Before you get too excited about today’s date, remember that it happens once a century, like clockwork, or calendar-work, if you prefer. Yup, our fascination with unusual dates (Who will ever forget where they were on 10/10/10?) is old news. And this clip from the 1912 New York Times says pretty much all there is to say about 12/12/12. I especially like the artful reference to the fact that the next time the date comes around everyone reading the article will be dead. Same goes for this item, I’m afraid.
Of course, time has had its way with the brief dispatch from 100 years ago. What were these “letters” the item mentions? Who wrote them? And why? But the most interesting detail is the excited anticipation of April 11, 1944, a date 32 years in the future. Apparently, the meaning of the numbers 4-11-44 was so well-known that the Times didn’t really bother to explain it. So I did a bit of research online and found this fascinating site. Magic numbers? Superstition? Illegal Gambling? I boldly predict that all three will still be with us (them) on December 12, 2112.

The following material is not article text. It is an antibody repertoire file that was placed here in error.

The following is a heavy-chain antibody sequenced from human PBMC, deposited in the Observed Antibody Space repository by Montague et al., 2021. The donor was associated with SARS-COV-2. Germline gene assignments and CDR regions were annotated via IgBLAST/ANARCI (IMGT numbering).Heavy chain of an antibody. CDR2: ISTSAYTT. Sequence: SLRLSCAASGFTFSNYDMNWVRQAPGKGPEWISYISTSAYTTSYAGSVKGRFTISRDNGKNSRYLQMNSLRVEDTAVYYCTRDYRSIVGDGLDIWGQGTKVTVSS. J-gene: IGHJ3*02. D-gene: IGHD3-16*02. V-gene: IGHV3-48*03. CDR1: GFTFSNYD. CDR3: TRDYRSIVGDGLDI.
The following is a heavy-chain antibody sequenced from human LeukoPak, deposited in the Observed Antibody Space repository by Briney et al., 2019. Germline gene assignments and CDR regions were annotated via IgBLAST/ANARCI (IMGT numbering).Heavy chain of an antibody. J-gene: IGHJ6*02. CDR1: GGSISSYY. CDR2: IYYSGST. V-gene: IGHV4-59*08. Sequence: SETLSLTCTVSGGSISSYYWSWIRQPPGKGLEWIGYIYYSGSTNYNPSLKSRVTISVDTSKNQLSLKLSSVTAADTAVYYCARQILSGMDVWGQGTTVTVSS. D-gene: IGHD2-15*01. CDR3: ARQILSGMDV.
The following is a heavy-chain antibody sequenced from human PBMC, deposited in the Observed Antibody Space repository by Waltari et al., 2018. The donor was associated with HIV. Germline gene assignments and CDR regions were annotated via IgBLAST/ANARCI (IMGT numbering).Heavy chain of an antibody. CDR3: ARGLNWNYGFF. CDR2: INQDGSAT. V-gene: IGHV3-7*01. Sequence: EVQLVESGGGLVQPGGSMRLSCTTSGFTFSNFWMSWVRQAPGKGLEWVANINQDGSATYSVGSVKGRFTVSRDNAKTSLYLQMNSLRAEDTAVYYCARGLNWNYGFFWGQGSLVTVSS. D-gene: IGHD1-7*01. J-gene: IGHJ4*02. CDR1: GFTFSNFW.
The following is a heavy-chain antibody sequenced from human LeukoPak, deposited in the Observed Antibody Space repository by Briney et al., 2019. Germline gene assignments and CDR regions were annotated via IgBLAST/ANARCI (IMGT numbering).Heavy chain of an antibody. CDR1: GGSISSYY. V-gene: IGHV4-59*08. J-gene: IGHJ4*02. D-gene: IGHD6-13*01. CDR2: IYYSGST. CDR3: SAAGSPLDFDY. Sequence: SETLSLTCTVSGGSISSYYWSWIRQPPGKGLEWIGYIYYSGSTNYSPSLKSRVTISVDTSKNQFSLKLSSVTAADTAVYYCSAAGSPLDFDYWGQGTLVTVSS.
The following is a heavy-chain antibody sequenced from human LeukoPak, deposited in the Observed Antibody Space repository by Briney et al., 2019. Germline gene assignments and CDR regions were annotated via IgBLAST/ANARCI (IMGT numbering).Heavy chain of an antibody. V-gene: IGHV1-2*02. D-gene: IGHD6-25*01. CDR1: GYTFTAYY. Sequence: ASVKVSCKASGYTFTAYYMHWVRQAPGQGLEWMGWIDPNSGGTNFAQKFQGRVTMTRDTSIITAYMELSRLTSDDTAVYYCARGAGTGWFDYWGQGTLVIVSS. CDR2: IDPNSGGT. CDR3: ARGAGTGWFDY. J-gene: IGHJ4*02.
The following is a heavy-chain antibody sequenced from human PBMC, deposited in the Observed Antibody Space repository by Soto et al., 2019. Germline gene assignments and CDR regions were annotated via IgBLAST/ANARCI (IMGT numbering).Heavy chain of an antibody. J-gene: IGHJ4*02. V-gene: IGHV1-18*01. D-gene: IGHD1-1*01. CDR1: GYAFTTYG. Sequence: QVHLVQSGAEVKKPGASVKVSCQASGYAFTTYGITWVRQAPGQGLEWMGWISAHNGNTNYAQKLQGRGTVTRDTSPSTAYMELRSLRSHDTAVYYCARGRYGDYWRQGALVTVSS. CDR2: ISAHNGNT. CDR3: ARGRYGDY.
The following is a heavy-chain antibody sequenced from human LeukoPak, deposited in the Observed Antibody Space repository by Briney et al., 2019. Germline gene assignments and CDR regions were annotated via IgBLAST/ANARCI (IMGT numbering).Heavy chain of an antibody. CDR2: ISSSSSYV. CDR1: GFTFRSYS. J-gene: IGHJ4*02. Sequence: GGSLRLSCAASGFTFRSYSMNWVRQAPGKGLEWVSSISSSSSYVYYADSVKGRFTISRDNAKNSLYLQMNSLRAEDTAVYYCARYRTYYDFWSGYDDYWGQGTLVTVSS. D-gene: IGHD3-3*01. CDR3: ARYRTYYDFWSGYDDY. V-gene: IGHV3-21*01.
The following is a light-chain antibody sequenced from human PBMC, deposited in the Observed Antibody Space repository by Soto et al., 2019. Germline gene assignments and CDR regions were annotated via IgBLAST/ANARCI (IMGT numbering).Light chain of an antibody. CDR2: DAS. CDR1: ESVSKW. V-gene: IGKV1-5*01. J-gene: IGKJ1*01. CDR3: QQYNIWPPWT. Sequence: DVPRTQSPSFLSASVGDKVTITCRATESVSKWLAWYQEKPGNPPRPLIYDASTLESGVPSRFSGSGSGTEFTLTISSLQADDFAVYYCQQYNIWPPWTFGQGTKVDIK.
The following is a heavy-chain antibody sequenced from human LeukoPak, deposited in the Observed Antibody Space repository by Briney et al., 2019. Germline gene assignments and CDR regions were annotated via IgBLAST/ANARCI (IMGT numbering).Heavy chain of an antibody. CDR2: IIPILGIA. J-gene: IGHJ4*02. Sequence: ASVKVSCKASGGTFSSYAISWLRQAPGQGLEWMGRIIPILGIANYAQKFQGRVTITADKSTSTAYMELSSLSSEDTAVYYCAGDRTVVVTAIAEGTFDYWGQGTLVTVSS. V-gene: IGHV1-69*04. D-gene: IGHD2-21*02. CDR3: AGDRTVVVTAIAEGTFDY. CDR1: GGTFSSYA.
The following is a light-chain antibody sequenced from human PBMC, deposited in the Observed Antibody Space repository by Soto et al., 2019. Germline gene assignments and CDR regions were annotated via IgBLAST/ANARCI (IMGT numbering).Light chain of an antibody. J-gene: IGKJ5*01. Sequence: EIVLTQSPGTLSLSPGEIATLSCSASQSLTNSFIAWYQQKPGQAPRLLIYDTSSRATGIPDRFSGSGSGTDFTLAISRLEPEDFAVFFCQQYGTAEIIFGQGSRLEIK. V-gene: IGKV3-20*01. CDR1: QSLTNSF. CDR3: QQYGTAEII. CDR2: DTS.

Some people like to travel by train because it combines the slowness of a car with the cramped public exposure of an airplane.
I think my pilot was a little inexperienced. We were sitting on the runway, and he said, “OK, folks, we’re gonna be taking off in a just few—whoa! Here we go.”
“I can’t wait until your vacation is over.” —Everyone following you on Instagram
A man knocked on my door and asked for a donation toward the local swimming pool. So I gave him a glass of water.
Comedian Greg Davies
Just found the worst page in the entire dictionary. What I saw was disgraceful, disgusting, dishonest, and disingenuous.
Client: We need you to log in to the YouTube and make all our company videos viral.
My cat just walked up to the paper shredder and said, “Teach me everything you know.”
“Just because you can’t dance doesn’t mean you shouldn’t dance.” —Alcohol
@yoyoha (Josh Hara)
My parents didn’t want to move to Florida, but they turned 60 and that’s the law.
Q: What do you call an Amish guy with his hand in a horse’s mouth?
A: A mechanic.
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